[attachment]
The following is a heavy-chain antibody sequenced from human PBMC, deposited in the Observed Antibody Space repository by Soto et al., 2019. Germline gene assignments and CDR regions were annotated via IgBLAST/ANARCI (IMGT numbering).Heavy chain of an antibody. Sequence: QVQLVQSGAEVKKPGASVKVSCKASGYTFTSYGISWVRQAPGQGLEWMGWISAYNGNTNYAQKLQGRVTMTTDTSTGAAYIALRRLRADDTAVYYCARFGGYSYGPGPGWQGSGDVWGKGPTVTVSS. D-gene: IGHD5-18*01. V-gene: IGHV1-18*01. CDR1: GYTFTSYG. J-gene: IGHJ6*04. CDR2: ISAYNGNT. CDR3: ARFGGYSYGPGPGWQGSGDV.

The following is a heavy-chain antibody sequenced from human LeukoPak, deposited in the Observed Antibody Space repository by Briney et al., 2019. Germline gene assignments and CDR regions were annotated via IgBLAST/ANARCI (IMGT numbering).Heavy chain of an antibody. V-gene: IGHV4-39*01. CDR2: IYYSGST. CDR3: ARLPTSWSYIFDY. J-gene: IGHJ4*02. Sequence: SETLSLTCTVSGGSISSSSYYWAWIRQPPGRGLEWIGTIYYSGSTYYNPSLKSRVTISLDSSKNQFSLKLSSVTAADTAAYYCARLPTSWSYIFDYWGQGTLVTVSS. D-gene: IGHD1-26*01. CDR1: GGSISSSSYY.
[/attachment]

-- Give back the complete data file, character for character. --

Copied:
The following is a heavy-chain antibody sequenced from human PBMC, deposited in the Observed Antibody Space repository by Soto et al., 2019. Germline gene assignments and CDR regions were annotated via IgBLAST/ANARCI (IMGT numbering).Heavy chain of an antibody. Sequence: QVQLVQSGAEVKKPGASVKVSCKASGYTFTSYGISWVRQAPGQGLEWMGWISAYNGNTNYAQKLQGRVTMTTDTSTGAAYIALRRLRADDTAVYYCARFGGYSYGPGPGWQGSGDVWGKGPTVTVSS. D-gene: IGHD5-18*01. V-gene: IGHV1-18*01. CDR1: GYTFTSYG. J-gene: IGHJ6*04. CDR2: ISAYNGNT. CDR3: ARFGGYSYGPGPGWQGSGDV.

The following is a heavy-chain antibody sequenced from human LeukoPak, deposited in the Observed Antibody Space repository by Briney et al., 2019. Germline gene assignments and CDR regions were annotated via IgBLAST/ANARCI (IMGT numbering).Heavy chain of an antibody. V-gene: IGHV4-39*01. CDR2: IYYSGST. CDR3: ARLPTSWSYIFDY. J-gene: IGHJ4*02. Sequence: SETLSLTCTVSGGSISSSSYYWAWIRQPPGRGLEWIGTIYYSGSTYYNPSLKSRVTISLDSSKNQFSLKLSSVTAADTAAYYCARLPTSWSYIFDYWGQGTLVTVSS. D-gene: IGHD1-26*01. CDR1: GGSISSSSYY.